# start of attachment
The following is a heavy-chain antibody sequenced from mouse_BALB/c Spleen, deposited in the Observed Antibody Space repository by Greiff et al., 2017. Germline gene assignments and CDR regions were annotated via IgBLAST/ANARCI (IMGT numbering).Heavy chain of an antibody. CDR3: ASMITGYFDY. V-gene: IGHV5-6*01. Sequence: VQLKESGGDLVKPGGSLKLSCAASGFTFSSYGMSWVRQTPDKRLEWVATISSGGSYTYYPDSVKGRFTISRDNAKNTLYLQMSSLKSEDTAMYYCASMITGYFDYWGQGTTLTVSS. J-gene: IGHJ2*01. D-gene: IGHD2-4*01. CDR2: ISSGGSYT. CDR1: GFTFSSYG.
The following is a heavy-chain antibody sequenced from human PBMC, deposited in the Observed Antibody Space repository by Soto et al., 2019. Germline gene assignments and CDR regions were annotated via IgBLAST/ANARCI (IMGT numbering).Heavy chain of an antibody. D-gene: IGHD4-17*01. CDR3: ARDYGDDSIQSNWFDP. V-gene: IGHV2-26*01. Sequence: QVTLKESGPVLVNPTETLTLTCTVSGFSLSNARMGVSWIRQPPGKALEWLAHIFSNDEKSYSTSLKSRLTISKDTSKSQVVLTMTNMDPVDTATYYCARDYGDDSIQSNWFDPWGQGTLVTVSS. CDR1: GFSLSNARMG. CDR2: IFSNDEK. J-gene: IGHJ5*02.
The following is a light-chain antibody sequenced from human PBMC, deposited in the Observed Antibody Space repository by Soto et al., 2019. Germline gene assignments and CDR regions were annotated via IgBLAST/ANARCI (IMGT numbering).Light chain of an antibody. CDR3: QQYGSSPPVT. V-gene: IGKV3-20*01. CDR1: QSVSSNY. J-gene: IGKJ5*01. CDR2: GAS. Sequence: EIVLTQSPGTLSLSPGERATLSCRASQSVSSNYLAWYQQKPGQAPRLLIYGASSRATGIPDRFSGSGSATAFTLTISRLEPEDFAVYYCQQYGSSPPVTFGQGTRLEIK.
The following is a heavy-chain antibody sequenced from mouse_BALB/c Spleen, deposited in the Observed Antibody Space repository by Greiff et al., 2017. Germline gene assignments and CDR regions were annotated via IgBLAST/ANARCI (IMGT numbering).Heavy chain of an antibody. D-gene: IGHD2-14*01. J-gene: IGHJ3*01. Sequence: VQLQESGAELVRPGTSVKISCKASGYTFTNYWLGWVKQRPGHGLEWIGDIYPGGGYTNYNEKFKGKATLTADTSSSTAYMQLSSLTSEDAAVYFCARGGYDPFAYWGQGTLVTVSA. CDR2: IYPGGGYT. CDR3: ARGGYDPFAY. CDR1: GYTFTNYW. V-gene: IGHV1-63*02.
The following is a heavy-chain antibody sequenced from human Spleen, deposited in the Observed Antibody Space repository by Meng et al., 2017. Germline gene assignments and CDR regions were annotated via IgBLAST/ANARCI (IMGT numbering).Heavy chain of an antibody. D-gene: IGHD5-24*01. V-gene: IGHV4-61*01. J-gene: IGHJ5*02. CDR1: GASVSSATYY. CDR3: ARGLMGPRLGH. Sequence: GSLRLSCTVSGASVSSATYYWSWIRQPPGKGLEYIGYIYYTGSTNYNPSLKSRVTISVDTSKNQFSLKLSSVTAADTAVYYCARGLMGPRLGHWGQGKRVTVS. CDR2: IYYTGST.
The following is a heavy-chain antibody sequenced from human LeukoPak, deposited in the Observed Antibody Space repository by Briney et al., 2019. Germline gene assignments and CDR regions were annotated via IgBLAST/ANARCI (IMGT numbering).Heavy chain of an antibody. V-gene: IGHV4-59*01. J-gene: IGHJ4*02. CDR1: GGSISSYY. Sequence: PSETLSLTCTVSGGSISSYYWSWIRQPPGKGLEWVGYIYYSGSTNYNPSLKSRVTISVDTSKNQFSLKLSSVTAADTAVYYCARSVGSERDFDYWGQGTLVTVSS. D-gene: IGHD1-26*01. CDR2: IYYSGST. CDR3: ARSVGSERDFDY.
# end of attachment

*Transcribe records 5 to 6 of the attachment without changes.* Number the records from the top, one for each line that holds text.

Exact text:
The following is a heavy-chain antibody sequenced from human Spleen, deposited in the Observed Antibody Space repository by Meng et al., 2017. Germline gene assignments and CDR regions were annotated via IgBLAST/ANARCI (IMGT numbering).Heavy chain of an antibody. D-gene: IGHD5-24*01. V-gene: IGHV4-61*01. J-gene: IGHJ5*02. CDR1: GASVSSATYY. CDR3: ARGLMGPRLGH. Sequence: GSLRLSCTVSGASVSSATYYWSWIRQPPGKGLEYIGYIYYTGSTNYNPSLKSRVTISVDTSKNQFSLKLSSVTAADTAVYYCARGLMGPRLGHWGQGKRVTVS. CDR2: IYYTGST.
The following is a heavy-chain antibody sequenced from human LeukoPak, deposited in the Observed Antibody Space repository by Briney et al., 2019. Germline gene assignments and CDR regions were annotated via IgBLAST/ANARCI (IMGT numbering).Heavy chain of an antibody. V-gene: IGHV4-59*01. J-gene: IGHJ4*02. CDR1: GGSISSYY. Sequence: PSETLSLTCTVSGGSISSYYWSWIRQPPGKGLEWVGYIYYSGSTNYNPSLKSRVTISVDTSKNQFSLKLSSVTAADTAVYYCARSVGSERDFDYWGQGTLVTVSS. D-gene: IGHD1-26*01. CDR2: IYYSGST. CDR3: ARSVGSERDFDY.